Wednesday, December 29, 2010

The Satan Factory

Gregory Manchess

I was an early fan of Hellboy. Forget the comical name or the character himself. What grabbed me from the moment I spotted it was it’s graphic appeal. Mike Mignola designs his panels, pages, story, and dialog. They are impeccable and luscious. I want to linger on every page because my brain is always happy to fill in the blanks he leaves practically everywhere. The mark of a superior designer and draughtsman.
It’s the risks he takes with leaving things out that makes the difference. Huge explosions with barely an indication of detail, and large areas of color that he and Dave Stewart, an excellent colorist, work out together. Creatures and settings drawn from simple outlines or slightly modified cut-outs as figures. That takes commitment to leave out all the dang detail.
But it’s thirty-odd years of built-up risk-taking. You get that with training. When I scan his pages I feel the joy Mike projects as if I held the pen in my own hand. The artist in me feels his drawing chops coming through.
That’s what I was shooting for in my own piece based on one of Mike’s characters, Lobster Johnson. I wanted just enough detail to come through, but again, if I nailed the values, I could get away with murder.
This is a cover for a trade paperback called, The Satan Factory, by Thomas E. Sniegoski, published by Dark Horse. Lia Ribacchi art directed, with Mike overseeing the process. As always, the composition is found in the thumbs.

The first finished sketch wasn’t quite there. I wanted to catch Lobster in just the right hesitation, making a decision to fire or not to fire. That slight, detection-laden moment was what I wanted.

Mike guided me into the demon skulls floating in the background. I dug out some of my skulls, and lit them. Then I redrew them, modifying to fit.

Reworked sketch.

Completed painting.


  1. wonderful!! Thanks for posting the process.

  2. Great post Greg. This is a great composition. Love seeing the thumbnails you went through to get to this. I like how the ring of the grenade on his belt has its own little spot of backlight too. :) Great textures and your brushwork is something to behold!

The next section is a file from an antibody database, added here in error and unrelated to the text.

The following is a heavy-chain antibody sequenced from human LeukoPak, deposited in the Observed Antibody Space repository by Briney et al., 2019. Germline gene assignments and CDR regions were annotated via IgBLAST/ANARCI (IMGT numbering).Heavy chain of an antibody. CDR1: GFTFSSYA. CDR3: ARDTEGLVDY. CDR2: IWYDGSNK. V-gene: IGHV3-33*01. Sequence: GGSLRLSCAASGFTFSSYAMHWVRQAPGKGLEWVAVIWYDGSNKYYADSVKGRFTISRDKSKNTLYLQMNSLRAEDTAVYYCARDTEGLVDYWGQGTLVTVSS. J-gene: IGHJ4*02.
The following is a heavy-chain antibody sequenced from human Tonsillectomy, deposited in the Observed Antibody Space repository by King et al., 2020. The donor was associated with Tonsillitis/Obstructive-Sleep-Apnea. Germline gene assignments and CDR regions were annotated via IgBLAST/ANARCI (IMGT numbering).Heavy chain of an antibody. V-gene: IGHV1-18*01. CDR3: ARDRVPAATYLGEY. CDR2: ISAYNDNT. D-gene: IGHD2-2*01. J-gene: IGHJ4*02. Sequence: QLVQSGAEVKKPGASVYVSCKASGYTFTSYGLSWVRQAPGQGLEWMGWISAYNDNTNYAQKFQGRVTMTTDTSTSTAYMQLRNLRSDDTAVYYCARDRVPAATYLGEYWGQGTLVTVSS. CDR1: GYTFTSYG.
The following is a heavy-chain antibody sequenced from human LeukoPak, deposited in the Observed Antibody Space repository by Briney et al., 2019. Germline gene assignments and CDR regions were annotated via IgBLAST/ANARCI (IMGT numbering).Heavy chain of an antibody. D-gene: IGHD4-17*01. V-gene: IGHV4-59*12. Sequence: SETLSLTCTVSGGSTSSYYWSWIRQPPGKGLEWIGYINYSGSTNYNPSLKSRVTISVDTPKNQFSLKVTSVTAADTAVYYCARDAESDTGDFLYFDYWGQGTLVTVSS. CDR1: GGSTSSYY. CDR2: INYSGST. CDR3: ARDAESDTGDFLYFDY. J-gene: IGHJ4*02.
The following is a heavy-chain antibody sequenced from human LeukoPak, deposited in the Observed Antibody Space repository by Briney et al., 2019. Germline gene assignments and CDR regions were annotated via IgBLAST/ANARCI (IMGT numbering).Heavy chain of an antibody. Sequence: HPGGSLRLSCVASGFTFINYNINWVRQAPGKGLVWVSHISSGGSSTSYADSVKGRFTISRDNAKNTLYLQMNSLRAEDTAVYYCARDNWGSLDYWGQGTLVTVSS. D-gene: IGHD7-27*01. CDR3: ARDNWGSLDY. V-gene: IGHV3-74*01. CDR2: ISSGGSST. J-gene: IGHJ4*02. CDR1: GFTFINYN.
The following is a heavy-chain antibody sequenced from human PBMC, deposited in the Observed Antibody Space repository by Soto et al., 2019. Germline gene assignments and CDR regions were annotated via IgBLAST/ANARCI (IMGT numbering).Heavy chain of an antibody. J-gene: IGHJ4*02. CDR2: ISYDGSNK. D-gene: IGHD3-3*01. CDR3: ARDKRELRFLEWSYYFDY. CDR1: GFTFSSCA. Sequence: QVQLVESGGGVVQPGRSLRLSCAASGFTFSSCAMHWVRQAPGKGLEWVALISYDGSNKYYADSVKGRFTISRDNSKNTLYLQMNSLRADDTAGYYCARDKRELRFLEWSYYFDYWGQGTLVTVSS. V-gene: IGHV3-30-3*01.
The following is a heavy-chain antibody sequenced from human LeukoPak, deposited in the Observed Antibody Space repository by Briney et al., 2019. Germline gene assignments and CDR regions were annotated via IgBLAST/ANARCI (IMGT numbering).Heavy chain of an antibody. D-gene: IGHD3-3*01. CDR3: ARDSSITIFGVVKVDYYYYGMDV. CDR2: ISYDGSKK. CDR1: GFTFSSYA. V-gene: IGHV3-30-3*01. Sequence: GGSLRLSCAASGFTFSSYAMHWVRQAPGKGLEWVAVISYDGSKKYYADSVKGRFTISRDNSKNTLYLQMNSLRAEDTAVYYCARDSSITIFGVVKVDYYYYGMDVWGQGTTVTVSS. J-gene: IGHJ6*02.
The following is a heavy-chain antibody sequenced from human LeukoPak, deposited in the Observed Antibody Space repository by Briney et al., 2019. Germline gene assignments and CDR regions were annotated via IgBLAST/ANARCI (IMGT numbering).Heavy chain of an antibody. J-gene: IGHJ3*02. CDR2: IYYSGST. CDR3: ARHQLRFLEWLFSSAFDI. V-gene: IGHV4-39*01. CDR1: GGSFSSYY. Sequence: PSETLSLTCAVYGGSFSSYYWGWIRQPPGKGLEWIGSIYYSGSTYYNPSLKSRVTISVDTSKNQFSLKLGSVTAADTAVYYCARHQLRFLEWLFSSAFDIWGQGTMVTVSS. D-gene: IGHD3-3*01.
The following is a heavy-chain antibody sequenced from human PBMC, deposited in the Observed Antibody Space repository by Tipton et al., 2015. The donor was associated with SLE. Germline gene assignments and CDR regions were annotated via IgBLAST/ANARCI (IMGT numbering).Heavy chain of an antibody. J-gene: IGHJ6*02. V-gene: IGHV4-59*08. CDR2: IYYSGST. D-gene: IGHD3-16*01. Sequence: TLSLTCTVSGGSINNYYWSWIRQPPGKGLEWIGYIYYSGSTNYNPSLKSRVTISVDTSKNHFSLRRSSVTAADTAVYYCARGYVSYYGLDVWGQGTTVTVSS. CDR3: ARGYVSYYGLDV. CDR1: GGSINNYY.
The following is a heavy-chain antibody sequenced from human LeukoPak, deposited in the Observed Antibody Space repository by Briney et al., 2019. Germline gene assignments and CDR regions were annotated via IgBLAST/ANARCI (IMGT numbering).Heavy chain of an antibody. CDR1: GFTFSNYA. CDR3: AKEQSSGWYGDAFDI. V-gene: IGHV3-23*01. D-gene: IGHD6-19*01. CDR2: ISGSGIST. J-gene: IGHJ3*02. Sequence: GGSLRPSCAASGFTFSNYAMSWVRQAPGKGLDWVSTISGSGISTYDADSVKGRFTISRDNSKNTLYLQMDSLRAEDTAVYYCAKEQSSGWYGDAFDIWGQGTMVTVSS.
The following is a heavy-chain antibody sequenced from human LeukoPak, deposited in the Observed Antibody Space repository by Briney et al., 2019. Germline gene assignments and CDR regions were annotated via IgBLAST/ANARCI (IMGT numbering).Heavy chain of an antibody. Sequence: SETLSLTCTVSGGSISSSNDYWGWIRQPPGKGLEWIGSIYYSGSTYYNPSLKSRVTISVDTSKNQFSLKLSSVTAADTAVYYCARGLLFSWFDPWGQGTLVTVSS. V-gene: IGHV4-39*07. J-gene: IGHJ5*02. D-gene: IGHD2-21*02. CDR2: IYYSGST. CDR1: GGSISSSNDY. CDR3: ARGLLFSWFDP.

3. I've been a fan of this painting since I first saw it in Spectrum 16. One of my favorite characters by one of my favorite painters.

    Also, I thought your comment on seeing the joy Mr. Mignola projects in his art to be interesting. I recall in some long ago interview that he said the drawing part was the most tedious for him. Either way, his work certainly rules.

  4. I second Chris's comment. I've always really loved this piece. Apart from having such strong and powerful design sense, it is just such an engaging image! It really adds to an already fascinating character.

  5. This really works! Colorwise, the dark figure against the orangey background is very clever. It definitely has that Mignola expressionist feel to it.

  6. Its always cool when an artist is explaining how he creates and works to get the findshed picture done. Nice job, thanx.
    ("The Hellboy Archive" -

  7. As always, great work, Mr. Manchess. Thank you for sharing your process, and for your appraisal of Mike Mignola's work. I have to say that it's taken me quite a while to warm up to Mignola; that ultra-simplified style, though it certainly has a lot of design strength, has always turned me off in the past. I am trying to get a greater appreciation for it, though.

    Also, I've been reading Gene Wolfe's Wizard Knight books for the past few weeks, and I've really enjoyed seeing your drawings at the head of every chapter. It always fascinates be to see how the sensibilities of "painterly" artists such as yourself manifest themselves in pencil drawings.

  8. Such an inspiring post, Mr. Manchess. I love the thumbnails - they really do work out the final image. It's great to see your process. :D <3

  9. Awesome as usual. Now, when are you putting out an art book collecting some of your greatest works? I'm sure you could fill a few books.